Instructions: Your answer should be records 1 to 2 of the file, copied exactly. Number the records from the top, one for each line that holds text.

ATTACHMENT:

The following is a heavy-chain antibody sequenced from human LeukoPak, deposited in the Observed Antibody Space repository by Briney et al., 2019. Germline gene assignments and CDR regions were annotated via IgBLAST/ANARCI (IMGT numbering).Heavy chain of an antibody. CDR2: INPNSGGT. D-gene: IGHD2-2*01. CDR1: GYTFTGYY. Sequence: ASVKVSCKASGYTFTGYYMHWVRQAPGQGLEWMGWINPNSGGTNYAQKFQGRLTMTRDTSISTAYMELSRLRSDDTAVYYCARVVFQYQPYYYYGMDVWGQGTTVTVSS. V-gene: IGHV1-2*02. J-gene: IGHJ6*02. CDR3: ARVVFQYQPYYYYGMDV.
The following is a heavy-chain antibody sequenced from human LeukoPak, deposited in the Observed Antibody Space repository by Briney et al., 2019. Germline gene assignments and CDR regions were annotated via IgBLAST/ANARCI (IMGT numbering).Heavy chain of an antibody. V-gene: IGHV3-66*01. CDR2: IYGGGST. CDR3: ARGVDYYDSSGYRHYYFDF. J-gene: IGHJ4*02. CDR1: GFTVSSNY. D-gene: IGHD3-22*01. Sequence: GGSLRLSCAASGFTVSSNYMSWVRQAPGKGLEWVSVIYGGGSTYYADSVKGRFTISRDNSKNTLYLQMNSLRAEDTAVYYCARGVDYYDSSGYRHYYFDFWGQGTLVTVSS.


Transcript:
The following is a heavy-chain antibody sequenced from human LeukoPak, deposited in the Observed Antibody Space repository by Briney et al., 2019. Germline gene assignments and CDR regions were annotated via IgBLAST/ANARCI (IMGT numbering).Heavy chain of an antibody. CDR2: INPNSGGT. D-gene: IGHD2-2*01. CDR1: GYTFTGYY. Sequence: ASVKVSCKASGYTFTGYYMHWVRQAPGQGLEWMGWINPNSGGTNYAQKFQGRLTMTRDTSISTAYMELSRLRSDDTAVYYCARVVFQYQPYYYYGMDVWGQGTTVTVSS. V-gene: IGHV1-2*02. J-gene: IGHJ6*02. CDR3: ARVVFQYQPYYYYGMDV.
The following is a heavy-chain antibody sequenced from human LeukoPak, deposited in the Observed Antibody Space repository by Briney et al., 2019. Germline gene assignments and CDR regions were annotated via IgBLAST/ANARCI (IMGT numbering).Heavy chain of an antibody. V-gene: IGHV3-66*01. CDR2: IYGGGST. CDR3: ARGVDYYDSSGYRHYYFDF. J-gene: IGHJ4*02. CDR1: GFTVSSNY. D-gene: IGHD3-22*01. Sequence: GGSLRLSCAASGFTVSSNYMSWVRQAPGKGLEWVSVIYGGGSTYYADSVKGRFTISRDNSKNTLYLQMNSLRAEDTAVYYCARGVDYYDSSGYRHYYFDFWGQGTLVTVSS.